The next step is getting your paperwork together to apply for a sole proprietor loan. This list covers the most important documents you should have ready to share with the lender: 

  • Tax returns for the previous two years
  • Bank statements for the previous two to three months
  • Cash flow statement
  • Profit and loss statement
  • Balance sheet
  • Collateral documentation if you’re applying for a secured loan
  • Updated business plan

If you can’t readily provide these types of documents, then you may need to reconsider your business loan options. For instance, you may have to look into getting a personal loan or personal credit card instead. 

How to apply for a sole proprietorship loan

Not all business lenders provide funding to sole proprietors. Once you’re ready to apply, take time to compare lenders to review loan terms, interest rates and fees for the type of funding you’re interested in. Then, check the lender’s minimum requirements for a loan, including whether a personal guarantee is necessary. 

Complete the loan application and upload all of the supporting documents the lender asks for. Be sure to include multiple ways to contact you so the lender can stay in touch. 

Business loans for sole proprietorships from Funding Circle

Funding Circle offers business loans for sole proprietors ranging from $25,000 to $300,000 to meet a variety of needs. Rates are competitive starting at just 4.99% with terms ranging from six months to 5 years. You can apply for a loan online in just 10 minutes, and get a decision in as little as 24 hours after document submission.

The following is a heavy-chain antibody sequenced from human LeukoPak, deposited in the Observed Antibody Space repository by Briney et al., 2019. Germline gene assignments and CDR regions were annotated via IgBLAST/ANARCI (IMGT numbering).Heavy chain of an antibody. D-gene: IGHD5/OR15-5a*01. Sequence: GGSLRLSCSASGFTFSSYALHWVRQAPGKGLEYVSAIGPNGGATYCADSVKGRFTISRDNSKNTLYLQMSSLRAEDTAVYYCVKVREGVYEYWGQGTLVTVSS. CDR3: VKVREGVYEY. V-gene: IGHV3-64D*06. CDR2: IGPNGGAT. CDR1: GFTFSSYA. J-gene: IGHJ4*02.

A loan from Funding Circle could help your sole proprietorship meet a variety of needs, large or small. Apply today to get a personalized quote for your next business loan. 

Why should I borrow from Funding Circle and not someone else?

  • We offer competitive rates, manageable repayment schedules, and provide each applicant with a dedicated account manager to guide you through our quick and easy online application. Our fixed rates start at just 4.99%, and because we believe in an honest, transparent borrowing experience you’ll know exactly how much you have to repay each month with no hidden fees or prepayment penalties.

Do you offer loans for startups?

  • We like to support all kinds of entrepreneurs, but our focus right now is on helping established small businesses grow and thrive. To qualify for a loan on our marketplace, you must be in business for at least two years. 

What can I use my business loan for?

  • You can use your loan in a variety of ways to support your business. Popular uses for a Funding Circle loan include expanding to a new location, purchasing equipment or inventory, and hiring staff. Your loan may not be used for your personal finances, such as refinancing of personal debt. 

What factors do you consider in your underwriting process?

  • We know that a credit score isn’t the only indicator of a healthy business, so we consider a number of other factors when considering a loan application, from real-time cash flow to online customer reviews.

What documentation is required with my application?

  • 2 most recent years of business tax returns
  • 1 most recent year of personal tax returns
  • 6 most recent months of bank statements
  • Business debt information
  • Signed guarantor form for any owner with 20%+ ownership of the business